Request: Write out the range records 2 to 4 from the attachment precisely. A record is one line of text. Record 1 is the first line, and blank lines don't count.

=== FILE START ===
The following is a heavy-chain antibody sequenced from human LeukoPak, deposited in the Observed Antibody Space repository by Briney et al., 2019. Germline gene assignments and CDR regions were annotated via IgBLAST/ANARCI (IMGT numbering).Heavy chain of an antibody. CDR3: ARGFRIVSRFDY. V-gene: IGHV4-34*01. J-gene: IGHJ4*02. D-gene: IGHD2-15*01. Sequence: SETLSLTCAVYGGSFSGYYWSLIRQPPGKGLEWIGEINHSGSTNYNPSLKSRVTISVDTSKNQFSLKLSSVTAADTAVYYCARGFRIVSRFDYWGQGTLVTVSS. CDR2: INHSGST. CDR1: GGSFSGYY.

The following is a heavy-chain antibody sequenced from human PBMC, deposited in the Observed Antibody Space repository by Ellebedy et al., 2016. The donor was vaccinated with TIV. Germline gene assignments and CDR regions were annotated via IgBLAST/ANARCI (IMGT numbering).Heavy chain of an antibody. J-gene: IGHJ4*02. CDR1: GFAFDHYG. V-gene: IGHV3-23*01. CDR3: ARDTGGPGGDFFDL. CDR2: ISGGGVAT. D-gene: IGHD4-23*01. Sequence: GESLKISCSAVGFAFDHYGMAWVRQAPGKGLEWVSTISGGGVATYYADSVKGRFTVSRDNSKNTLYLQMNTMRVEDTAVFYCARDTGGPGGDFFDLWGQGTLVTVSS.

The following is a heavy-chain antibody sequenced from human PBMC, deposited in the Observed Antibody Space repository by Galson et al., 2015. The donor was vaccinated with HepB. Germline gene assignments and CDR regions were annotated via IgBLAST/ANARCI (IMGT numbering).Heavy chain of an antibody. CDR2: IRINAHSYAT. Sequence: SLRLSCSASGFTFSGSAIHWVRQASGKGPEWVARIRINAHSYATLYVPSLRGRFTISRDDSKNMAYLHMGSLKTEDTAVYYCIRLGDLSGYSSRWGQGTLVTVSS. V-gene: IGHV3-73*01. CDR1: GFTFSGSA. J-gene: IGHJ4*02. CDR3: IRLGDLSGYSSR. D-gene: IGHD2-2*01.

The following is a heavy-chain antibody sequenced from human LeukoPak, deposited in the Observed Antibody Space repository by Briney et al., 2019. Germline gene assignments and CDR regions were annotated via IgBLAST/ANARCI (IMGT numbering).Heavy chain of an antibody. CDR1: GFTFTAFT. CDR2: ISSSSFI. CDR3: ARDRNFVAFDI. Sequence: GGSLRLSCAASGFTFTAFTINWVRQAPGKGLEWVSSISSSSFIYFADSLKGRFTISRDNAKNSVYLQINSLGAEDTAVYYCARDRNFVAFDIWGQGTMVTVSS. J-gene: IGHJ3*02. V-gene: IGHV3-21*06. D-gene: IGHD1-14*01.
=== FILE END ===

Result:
The following is a heavy-chain antibody sequenced from human PBMC, deposited in the Observed Antibody Space repository by Ellebedy et al., 2016. The donor was vaccinated with TIV. Germline gene assignments and CDR regions were annotated via IgBLAST/ANARCI (IMGT numbering).Heavy chain of an antibody. J-gene: IGHJ4*02. CDR1: GFAFDHYG. V-gene: IGHV3-23*01. CDR3: ARDTGGPGGDFFDL. CDR2: ISGGGVAT. D-gene: IGHD4-23*01. Sequence: GESLKISCSAVGFAFDHYGMAWVRQAPGKGLEWVSTISGGGVATYYADSVKGRFTVSRDNSKNTLYLQMNTMRVEDTAVFYCARDTGGPGGDFFDLWGQGTLVTVSS.

The following is a heavy-chain antibody sequenced from human PBMC, deposited in the Observed Antibody Space repository by Galson et al., 2015. The donor was vaccinated with HepB. Germline gene assignments and CDR regions were annotated via IgBLAST/ANARCI (IMGT numbering).Heavy chain of an antibody. CDR2: IRINAHSYAT. Sequence: SLRLSCSASGFTFSGSAIHWVRQASGKGPEWVARIRINAHSYATLYVPSLRGRFTISRDDSKNMAYLHMGSLKTEDTAVYYCIRLGDLSGYSSRWGQGTLVTVSS. V-gene: IGHV3-73*01. CDR1: GFTFSGSA. J-gene: IGHJ4*02. CDR3: IRLGDLSGYSSR. D-gene: IGHD2-2*01.

The following is a heavy-chain antibody sequenced from human LeukoPak, deposited in the Observed Antibody Space repository by Briney et al., 2019. Germline gene assignments and CDR regions were annotated via IgBLAST/ANARCI (IMGT numbering).Heavy chain of an antibody. CDR1: GFTFTAFT. CDR2: ISSSSFI. CDR3: ARDRNFVAFDI. Sequence: GGSLRLSCAASGFTFTAFTINWVRQAPGKGLEWVSSISSSSFIYFADSLKGRFTISRDNAKNSVYLQINSLGAEDTAVYYCARDRNFVAFDIWGQGTMVTVSS. J-gene: IGHJ3*02. V-gene: IGHV3-21*06. D-gene: IGHD1-14*01.